I think it is fair to say that most of the UK got a wake-up call with David Attenborough’s BBC documentary series Blue Planet II. The image of the pilot whale carrying her dead baby around will, I hope, stay with me forever.
I am using that dead baby whale to remind our children not to waste resources, not to put clothes in the wash before they need it, not to put biros in their blazer pocket because I can’t get ink out of clothing… All I need to say to them now is “Baby Whale.” and they know I mean business.
There is a myriad of ways in which we can reduce waste, food miles, use of single-use plastics… One change we have made is to shop local where possible.
Eggs are easy. One of houses down the road keep a few chickens and ducks, and keep a little honesty box of eggs outside their gate. So each week, we go and see what is there, and take back the box from last week.
In early spring the colour down the lane is lime green. In the cow-parsley and hawthorn phase it becomes apple-green. There comes a day close to midsummer when things become blue-green. It has reached that point now.
The oak leaves are more opaque now, and have the lumps and bumps that characterise maturity.
There is deep shade along the lane, rather than the light dappling of spring. I love it when trees meet overhead. It is like walking through a snake.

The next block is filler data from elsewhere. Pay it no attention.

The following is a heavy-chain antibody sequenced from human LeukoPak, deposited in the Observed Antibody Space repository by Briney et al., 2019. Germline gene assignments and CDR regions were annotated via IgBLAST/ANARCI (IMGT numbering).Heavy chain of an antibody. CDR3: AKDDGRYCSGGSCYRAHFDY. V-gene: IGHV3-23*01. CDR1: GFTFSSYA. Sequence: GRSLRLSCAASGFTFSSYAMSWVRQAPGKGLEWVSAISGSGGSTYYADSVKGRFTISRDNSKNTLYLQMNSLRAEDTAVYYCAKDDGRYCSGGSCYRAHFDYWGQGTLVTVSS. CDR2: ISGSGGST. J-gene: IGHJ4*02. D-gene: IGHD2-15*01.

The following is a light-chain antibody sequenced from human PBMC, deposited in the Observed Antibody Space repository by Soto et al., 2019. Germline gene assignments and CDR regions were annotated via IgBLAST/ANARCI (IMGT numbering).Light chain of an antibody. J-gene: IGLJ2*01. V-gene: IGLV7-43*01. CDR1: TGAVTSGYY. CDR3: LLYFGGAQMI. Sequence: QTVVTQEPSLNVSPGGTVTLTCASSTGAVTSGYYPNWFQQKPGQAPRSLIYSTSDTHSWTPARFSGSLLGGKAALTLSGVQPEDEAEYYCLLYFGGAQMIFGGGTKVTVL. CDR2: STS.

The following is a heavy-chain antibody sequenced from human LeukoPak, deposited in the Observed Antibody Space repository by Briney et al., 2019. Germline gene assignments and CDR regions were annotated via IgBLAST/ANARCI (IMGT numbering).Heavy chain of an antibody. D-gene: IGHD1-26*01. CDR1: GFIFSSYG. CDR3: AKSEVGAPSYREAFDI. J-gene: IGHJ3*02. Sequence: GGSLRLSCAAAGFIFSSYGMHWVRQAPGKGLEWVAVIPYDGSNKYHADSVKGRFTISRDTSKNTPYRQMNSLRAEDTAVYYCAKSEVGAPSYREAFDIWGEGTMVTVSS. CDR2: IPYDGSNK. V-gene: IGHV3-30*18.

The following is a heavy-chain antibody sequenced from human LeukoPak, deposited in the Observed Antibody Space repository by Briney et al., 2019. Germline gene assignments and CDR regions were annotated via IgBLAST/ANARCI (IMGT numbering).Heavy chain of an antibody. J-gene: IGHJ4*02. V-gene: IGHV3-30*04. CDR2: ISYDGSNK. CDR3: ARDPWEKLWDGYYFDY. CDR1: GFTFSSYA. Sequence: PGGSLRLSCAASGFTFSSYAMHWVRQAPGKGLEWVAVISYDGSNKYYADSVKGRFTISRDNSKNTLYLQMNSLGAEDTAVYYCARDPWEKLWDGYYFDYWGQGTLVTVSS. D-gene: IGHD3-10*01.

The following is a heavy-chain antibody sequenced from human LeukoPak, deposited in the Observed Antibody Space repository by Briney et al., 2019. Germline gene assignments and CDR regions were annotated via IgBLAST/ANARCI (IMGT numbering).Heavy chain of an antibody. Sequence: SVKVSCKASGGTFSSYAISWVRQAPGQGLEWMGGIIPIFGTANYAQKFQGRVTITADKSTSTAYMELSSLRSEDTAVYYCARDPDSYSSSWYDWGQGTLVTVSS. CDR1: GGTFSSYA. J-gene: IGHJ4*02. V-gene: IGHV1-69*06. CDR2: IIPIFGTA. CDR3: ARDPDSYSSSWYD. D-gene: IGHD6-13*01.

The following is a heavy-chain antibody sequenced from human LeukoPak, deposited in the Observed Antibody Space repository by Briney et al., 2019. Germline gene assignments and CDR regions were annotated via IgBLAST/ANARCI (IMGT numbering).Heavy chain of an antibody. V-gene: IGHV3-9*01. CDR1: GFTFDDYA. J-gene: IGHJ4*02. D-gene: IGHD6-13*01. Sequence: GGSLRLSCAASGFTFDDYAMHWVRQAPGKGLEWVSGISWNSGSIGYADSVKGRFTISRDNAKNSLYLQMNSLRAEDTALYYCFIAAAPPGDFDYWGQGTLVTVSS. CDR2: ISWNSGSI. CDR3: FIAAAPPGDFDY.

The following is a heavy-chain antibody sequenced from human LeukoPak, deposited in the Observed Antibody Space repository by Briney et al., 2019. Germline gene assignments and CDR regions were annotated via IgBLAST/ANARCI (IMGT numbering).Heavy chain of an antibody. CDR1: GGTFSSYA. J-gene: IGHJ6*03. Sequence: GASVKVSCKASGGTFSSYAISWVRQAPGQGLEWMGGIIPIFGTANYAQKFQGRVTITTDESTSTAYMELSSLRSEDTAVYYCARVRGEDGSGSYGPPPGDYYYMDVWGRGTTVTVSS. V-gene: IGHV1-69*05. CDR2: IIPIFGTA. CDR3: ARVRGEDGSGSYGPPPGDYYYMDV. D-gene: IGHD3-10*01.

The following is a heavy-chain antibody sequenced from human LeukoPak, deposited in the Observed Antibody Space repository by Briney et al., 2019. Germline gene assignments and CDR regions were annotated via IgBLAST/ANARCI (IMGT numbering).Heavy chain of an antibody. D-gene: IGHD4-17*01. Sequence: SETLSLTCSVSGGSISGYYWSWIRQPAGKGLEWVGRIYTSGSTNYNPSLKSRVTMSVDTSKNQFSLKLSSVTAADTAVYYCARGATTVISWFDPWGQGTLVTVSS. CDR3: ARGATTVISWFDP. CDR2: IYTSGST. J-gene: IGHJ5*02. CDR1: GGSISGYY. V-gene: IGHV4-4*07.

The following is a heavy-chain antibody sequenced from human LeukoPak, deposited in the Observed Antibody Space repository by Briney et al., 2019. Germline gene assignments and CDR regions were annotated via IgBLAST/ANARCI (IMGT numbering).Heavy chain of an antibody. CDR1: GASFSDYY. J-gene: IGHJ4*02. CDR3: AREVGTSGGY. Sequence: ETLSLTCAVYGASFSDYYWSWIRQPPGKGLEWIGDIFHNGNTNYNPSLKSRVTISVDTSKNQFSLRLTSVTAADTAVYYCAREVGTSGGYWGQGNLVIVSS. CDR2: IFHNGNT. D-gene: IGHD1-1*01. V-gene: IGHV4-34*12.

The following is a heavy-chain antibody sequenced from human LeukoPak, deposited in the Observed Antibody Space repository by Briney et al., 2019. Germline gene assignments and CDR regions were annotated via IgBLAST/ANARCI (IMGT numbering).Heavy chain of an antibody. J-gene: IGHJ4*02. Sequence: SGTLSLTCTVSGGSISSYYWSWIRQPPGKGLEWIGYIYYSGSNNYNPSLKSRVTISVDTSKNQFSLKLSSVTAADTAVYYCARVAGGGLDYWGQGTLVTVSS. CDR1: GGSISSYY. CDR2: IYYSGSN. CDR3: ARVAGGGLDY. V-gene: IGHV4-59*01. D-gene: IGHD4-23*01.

I often see a woodpecker here when I drive down in the morning. He was hiding from my camera today.
The cow-parsley has been replaced by other, taller umbels. I think this is hogweed (not the Giant version, which caused headlines a couple of years ago when a child’s skin was burnt from contact with the invasive species).
‘Umbels’ are sprays of tiny flowers, which insects go crazy for, because they are a rich source of pollen and nectar. Apart from cow-parsley and hogweed, other umbels include wild carrot and parsnip, the adorably named pignut and not so adorable hemlock. I find it very difficult to tell them all apart.
The little bugs on this umbel will be food for birds.
The fields are full of grasses, but on the margins are umbels and thistles, nettles and brambles.
You can see a bee feasting on this thistle.
This field was rich in swishing. There were rings of different grasses, like contours on a map. First these tall, arching ones:
Then some softer, diaphanous reddish tones:
And then, in the middle of the field, golden corn*:
It is impossible not to pass your hand through grass seed. It’s ok, I’ve had my hayfever tablet.
The loudest rustling came from the goat willow high up above. The leaves have a silvery shimmer, and are constantly dancing, even though it was a still day.
Overhanging into the lane are some garden escapees. Here’s a honeysuckle. It smelt and tasted exactly as it should.
And another one here, with a rambling rose.
And here’s some angelica (another umbel) with a geranium, perhaps oxonianum.
And then I reached the honesty box.
Here’s a duck egg and a hen’s egg. Simple pleasures.
*At least that’s what we used to call it. Now ‘corn’ generally refers to maize (sweetcorn for cattle) and what we (and The Little Red Hen) used to call ‘corn’ is now called ‘wheat’. There is also barley. I think that has stayed the same.
My aim on this site is to share the sense of wonder I get from gardening and being outdoors.
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